Evidence-based research – a bad thing? A U.S. House of Representatives subcommittee apparently thinks so because it voted to zero out funding for the Agency for Healthcare Research and Quality and the bill "prohibits any patient-centered outcomes research and all economic research within the National Institutes of Health". AcademyHealth issued this statement/action alert. (Note – it is extremely unlikely that provisions like this would make it through the Senate much less be signed into law.)
Issue brief on status of health exchanges in 3 states. The Commonwealth Fund this month issued a brief detailing the status of health exchange development in Colorado, California, and Maryland.
All you need to know about the ‘fiscal cliff’ (but didn’t know you needed to know). The Washington Post has a really easy to understand piece on the various components (Bush tax cuts, payroll tax cut, ACA, ‘doc fix’, etc.) involved in the so-called fiscal cliff and the impact of certain scenarios on economic growth and/or deficit reduction or growth.
The number of uninsured – how big is 50.7 million? The New York Times put out some comparisons to give perspective on the number of uninsured Americans. For example, our uninsured population is 1.5 times the population of Canada, equal to the population of 25 American States, and roughly equal to the number of people who voted for George Bush in 2000. See more here.
Will Sequestration really have an impact? You be the judge – in a June 29, 2012 letter to Congressman Ed Markey, HHS says that the National Institutes of Health (NIH) may have to cut up to 2300 new and existing research project grants based on the overall 7.8% reduction in HHS budget should sequestration take place.
Medicaid ‘Donut Hole’ on the horizon. Given that Medicaid expansion is optional, states opting out of the expansion will leave millions of Americans in a new gap or hole because they would neither qualify for Medicaid in their states under current rules nor be eligible for subsidized private insurance in new state health exchanges.
Health Affairs webcast on ACA. Health Affairs recently hosted a daylong meeting that was also webcast and is now available online for viewing should you be interested. key policymakers and analysts will examine the Supreme Court's decision and its implications for the implementation of health reform. Co-chaired by Donald Berwick and Mark McClellan, the conference explored the next steps in expanding coverage; the repercussions of the Court's decision for Medicaid expansion; plans for carrying out insurance reforms and setting up insurance exchanges; and ways to improve health and health care, while getting better value for the dollars we spend.
Just the Facts please. Business Week produced a graphic highlighting the 54 bills Congress has sent the President, labeling the legislative branch the ‘do-a-lot-of-nothing-Congress’ – I’m not passing judgment, just relaying factual information!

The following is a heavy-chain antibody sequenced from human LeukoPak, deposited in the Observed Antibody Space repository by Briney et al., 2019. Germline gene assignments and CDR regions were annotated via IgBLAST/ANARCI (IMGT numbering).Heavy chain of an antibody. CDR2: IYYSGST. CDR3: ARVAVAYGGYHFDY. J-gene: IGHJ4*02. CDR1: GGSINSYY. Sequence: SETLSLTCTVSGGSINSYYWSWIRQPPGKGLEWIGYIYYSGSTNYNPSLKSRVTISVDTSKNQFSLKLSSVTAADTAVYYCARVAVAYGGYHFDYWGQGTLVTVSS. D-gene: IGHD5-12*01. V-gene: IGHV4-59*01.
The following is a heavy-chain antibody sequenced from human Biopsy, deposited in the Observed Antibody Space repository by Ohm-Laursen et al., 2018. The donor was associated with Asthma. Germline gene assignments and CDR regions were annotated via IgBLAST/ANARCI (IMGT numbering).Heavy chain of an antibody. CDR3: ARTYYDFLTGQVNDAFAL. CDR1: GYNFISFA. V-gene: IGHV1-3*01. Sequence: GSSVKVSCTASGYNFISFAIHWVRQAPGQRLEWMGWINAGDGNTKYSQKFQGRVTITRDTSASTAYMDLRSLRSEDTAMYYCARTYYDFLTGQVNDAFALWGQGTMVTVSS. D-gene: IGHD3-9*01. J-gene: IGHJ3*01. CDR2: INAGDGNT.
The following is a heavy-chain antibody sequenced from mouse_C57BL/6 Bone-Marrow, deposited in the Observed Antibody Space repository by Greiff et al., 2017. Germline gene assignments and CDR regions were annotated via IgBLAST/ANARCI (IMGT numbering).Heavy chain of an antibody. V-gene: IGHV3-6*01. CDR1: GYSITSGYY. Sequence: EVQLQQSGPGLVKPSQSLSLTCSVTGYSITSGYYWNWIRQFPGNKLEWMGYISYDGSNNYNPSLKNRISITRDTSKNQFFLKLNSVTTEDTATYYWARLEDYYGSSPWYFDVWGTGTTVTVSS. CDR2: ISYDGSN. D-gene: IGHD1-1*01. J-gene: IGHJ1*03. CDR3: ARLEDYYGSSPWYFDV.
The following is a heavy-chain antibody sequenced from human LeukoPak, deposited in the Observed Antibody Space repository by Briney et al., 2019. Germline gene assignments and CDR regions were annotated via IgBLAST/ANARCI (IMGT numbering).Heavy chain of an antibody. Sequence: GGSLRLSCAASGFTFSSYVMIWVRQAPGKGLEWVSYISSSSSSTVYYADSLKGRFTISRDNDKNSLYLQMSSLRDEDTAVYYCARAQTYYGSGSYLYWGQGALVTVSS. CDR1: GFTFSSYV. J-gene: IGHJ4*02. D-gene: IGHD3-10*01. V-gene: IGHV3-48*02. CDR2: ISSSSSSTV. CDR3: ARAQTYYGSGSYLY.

‘Mini-Med’ warning. Minnesota Commerce Commissioner Mike Rothman recently issued a warning to consumers about mini-med policies, what to watch out for, and how to tell if it’s legit. This is likely a concern in the other states as well. Read his press release.
The bill for Debt Ceiling fight. Remember all the fighting last summer about the federal debt ceiling finally resulting in the ‘Budget Control Act’ and the infamous supercommittee? Well, all that haranguing isn’t cheap: the government racked up an additional $1.3 billion in borrowing costs while the White House and Congress duked it out.
Society Supports new Auto-Immune legislation. New York Representatives Ann Marie Buerkle and Carolyn Maloney introduced legislation to create a federal, inter-departmental coordinating committee focused on auto-immune diseases. In the ‘dear colleague’ circulated by Rep. Buerkle she discusses her sister living with MS and the bill is actually named after her sister. The Society has emailed the Congressional MS Caucus urging that they co-sponsor the bill.
Senator Murray raises awareness of MS. In a recent press conference discussing the debt, Senator Patty Murray (Wash.) talked of the struggles her family faced growing up because of the impact of her father’s MS. Her stay-at-home Mom had to not only be the caregiver to 7 children, but not to her husband as well AND become the breadwinner.
Flying with a Disability. The Transportation Security Administration (TSA) has a new toll-free helpline number, 855-787-2227, to provide information for passengers with disabilities and medical conditions and their families before they fly. They recommend calling 72 hours in advance to learn what to expect at security checkpoints. They will also be able to coordinate your security screening ahead of time when they know about your disability.